A nice gift from SQL Server 2005 SP2 to sync developers

If you haven’t heard the news yet, SQL Server 2005 SP2 is out! Now if you are like me, thinking about data synchronization for the most part of your day, then you should be really excited about SP2. Let me tell you why.

Recall that in all sync services demos in this blog, we used timestamp tracking column to know when the row was updated. This works fine if there were no uncommitted transactions on the SQL server backend. So what would happen if there was a pending transaction? Well, changes made in that transaction will not be enumerated by the SelectIncrememental commands, that’s expected since dirty data is not visible in read committed isolation level in which we typically operate. When the transaction is committed sometime later on, the timestamp value of the changed rows could be older than the one the client stores for the next sync. Timestamp value is captured at statement execution time and that poses the problem for our simple tracking approach. Basically, next time the client synchronizes it will miss those changes with older timestamp. This is not cool and not acceptable of course!

To clarify this point more, let’s look at a timeline diagram:

As the diagram shows, timestamp is monotonically increasing with every change made in the database regardless if the change is committed or not. Transaction T2 is committed therefore all its changes (from 53-68) are visible. Transaction T1 on the other hand has not committed yet, changes at 50, 51, 52 and 60, 61, 62, 63 are not visible. In the diagram, the sync request for a new anchor came back with timestamp value of 61; therefore all sync enumerations will go up until this point for committed rows only. After T1 commits, all its changes will be visible. In the next sync, changes from 61 to N (70 for example) will see T1 changes of 60, 62 and 63 but will miss 50, 51 and 52. Too bad!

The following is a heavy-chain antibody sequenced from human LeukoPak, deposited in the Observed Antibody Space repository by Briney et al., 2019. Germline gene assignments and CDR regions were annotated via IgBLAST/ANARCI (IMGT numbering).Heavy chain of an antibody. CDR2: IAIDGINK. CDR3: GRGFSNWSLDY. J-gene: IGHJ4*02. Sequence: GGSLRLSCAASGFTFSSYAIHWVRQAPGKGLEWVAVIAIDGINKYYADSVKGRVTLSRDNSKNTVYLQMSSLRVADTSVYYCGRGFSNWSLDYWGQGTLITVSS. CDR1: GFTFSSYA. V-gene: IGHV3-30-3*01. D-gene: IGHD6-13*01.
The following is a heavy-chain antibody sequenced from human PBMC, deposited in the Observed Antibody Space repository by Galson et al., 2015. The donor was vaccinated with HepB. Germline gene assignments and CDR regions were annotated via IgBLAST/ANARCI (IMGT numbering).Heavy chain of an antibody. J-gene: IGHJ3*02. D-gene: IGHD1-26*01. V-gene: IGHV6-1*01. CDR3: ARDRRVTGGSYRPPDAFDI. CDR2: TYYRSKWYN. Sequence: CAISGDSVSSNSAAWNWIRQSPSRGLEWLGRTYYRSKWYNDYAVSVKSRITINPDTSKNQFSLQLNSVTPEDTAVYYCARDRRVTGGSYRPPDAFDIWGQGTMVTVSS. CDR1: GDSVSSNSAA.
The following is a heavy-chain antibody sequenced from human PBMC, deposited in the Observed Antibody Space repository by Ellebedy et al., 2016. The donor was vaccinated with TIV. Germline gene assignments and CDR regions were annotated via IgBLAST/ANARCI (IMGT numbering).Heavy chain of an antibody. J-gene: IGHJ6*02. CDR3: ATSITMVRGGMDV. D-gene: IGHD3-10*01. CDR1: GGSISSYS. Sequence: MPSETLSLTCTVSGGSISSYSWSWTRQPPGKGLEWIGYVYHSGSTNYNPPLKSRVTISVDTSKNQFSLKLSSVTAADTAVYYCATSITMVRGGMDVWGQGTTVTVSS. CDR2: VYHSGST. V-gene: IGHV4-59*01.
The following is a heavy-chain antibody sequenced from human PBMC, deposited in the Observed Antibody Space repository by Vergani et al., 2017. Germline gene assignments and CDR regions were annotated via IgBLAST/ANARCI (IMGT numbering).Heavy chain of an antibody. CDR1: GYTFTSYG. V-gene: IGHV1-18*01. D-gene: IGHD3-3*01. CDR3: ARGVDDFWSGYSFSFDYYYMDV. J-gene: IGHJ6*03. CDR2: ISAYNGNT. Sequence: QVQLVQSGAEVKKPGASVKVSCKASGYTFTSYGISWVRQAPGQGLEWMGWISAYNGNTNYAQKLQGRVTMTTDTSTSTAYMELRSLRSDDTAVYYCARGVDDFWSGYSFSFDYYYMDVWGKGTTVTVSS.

But hey, sync team is part of SQL Server and the SQL engine guys are next door. So we asked politely, of course, for a little favor to somehow be able to get the timestamp of the oldest uncommitted transaction. Well, guess what? Our request was granted and SP2 has this little function (min_active_rowversion())  for sync services developers.
Let’s put the new function to test. Below is a simple SQL commands to show the min_active_rowversion in action in the same database and table I used in the demos:

select min_active_rowversion()

select @@DBTS


select * from orders


begin tran

insert into orders(order_id, order_date) values (5, GetDate())

insert into orders(order_id, order_date) values (6, GetDate())

commit tran

The result I got on my test server is as follows:



Select @@DBTS

Select min_active_rowversion()

Before Tran



Begin Tran + Inserting 2 rows



Commit Tran




Also try opening another query window to experiment when an older tran is committed the min_active_rowversion function will return the timestamp of the next oldest pending tran in line! Beautiful!

Back to sync services; to take advantage of this new function simply update the implementation of GetNewAnchorCommand on the server provider to “Select min_active_rowversion() – 1” with this little change you’ve solved a serious data consistency problem! Viva SP2!


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Comments (8)

  1. ErikEJ says:

    Where do I find more information on min_active_rowversion() – BOL does not appear to know it ?

  2. ErikEJ says:

    Where do I find more information on min_active_rowversion() – BOL does not appear to know it ?

  3. MSDNArchive says:

    Hi Erik,

    It is not in the current docs but coming up in next doc refresh.


  4. Not surprisingly we’ve been get a lot of great questions about specific features and scenarios for our

  5. grominc says:

    What about "dirty data is not visible in read committed isolation level"?


    Specifies that _statements_cannot_read_data_that_has_been_modified_but_not_committed_by_other_transactions_. This prevents dirty reads. Data can be changed by other transactions between individual statements within the current transaction, resulting in nonrepeatable reads or phantom data. This option is the SQL Server default.

    Prevents, but don’t "not visible"

  6. geblack says:

    How does this benefit SQL 2000? How do we work around the issue there?

  7. In a bit old post I wrote about min_active_rowversion() as the best way to get the new anchor showing

  8. In a bit old post I wrote about min_active_rowversion() as the best way to get the new anchor showing